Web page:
Matter for Congressional Consideration
|To obtain a more complete understanding of the flooding threats facing Alaska Native villages, Congress may wish to consider directing the U.S. Army Corps of Engineers to conduct an Alaska Baseline Flooding Assessment to augment the Corps' recently completed Alaska Baseline Erosion Assessment.||As of November 2016, no legislation had been enacted to address this issue. However, on September 2, 2015, the President announced that the Denali Commission will play a lead coordination role for federal, state, and tribal resources to assist communities in developing and implementing both short- and long-term solutions to address the impacts of climate change, including coastal erosion, flooding, and permafrost degradation. The Denali Commission is hoping to work with the Corps of Engineers to initiate a flooding assessment, among other things.|
|To provide the state of Alaska with additional flexibility in its distribution of the Department of Housing and Urban Development (HUD) Community Development Block Grant funds, Congress may wish to consider amending the Housing and Community Development Act of 1974 to acknowledge the unique governmental structure in the state of Alaska and enable the 64 unincorporated Alaska Native villages in Alaska's unorganized borough to be eligible grant recipients for HUD Community Development Block Grant funds distributed through the state.||As of November 2016, no legislation had been enacted to address this issue.|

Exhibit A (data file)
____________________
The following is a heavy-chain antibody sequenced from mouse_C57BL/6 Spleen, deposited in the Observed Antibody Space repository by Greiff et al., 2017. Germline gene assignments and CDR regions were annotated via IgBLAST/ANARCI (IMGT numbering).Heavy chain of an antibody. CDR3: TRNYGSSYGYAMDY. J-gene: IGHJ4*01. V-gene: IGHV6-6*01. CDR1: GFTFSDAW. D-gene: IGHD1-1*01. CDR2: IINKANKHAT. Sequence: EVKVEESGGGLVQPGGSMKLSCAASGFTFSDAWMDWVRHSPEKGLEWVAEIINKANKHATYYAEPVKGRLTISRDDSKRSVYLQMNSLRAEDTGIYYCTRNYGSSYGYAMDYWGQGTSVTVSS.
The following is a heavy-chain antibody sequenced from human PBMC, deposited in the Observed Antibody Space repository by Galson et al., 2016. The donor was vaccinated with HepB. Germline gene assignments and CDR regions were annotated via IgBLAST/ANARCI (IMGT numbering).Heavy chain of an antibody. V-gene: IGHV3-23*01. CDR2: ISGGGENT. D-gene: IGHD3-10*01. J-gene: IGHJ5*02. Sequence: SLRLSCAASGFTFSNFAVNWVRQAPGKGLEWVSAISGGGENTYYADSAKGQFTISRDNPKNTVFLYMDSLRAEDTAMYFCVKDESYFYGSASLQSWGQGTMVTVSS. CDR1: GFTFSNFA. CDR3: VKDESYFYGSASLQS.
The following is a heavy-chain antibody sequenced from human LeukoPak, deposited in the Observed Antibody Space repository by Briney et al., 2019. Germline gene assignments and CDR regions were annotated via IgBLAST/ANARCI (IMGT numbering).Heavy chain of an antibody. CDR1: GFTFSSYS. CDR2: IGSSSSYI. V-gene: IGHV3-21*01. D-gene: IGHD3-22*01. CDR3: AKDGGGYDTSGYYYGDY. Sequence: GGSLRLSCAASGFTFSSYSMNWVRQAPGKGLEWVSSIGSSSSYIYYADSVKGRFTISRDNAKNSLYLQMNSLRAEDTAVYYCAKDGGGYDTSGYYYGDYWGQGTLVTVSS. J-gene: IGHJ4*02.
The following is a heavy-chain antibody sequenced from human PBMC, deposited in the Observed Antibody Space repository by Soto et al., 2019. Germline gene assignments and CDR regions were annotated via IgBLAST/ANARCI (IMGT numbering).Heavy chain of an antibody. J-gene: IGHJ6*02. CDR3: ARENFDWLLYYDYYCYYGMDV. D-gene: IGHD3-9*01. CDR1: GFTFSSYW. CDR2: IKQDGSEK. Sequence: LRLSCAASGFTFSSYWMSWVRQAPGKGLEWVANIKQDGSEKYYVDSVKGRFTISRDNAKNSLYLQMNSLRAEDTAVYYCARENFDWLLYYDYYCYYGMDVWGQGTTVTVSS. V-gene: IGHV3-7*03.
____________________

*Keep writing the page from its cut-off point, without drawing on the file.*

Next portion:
|Determining the means and extent of federal assistance to relocating Alaska Native villages is a policy decision that rests with Congress. We have provided information indicating that establishing a lead federal entity for prioritizing and guiding federal assistance to relocating villages may have benefits to the villages, to federal and state agencies, and to Congress. In its deliberations regarding assistance to relocating villages, Congress may wish to consider designating, or creating, a lead federal entity that could work in conjunction with the lead state agency to coordinate and oversee village relocation efforts.||As of November 2016, no legislation had been enacted to address this issue. However, on September 2, 2015, the President announced that the Denali Commission will play a lead coordination role for federal, state, and tribal resources to assist communities in developing and implementing both short- and long-term solutions to address the impacts of climate change, including coastal erosion, flooding, and permafrost degradation.|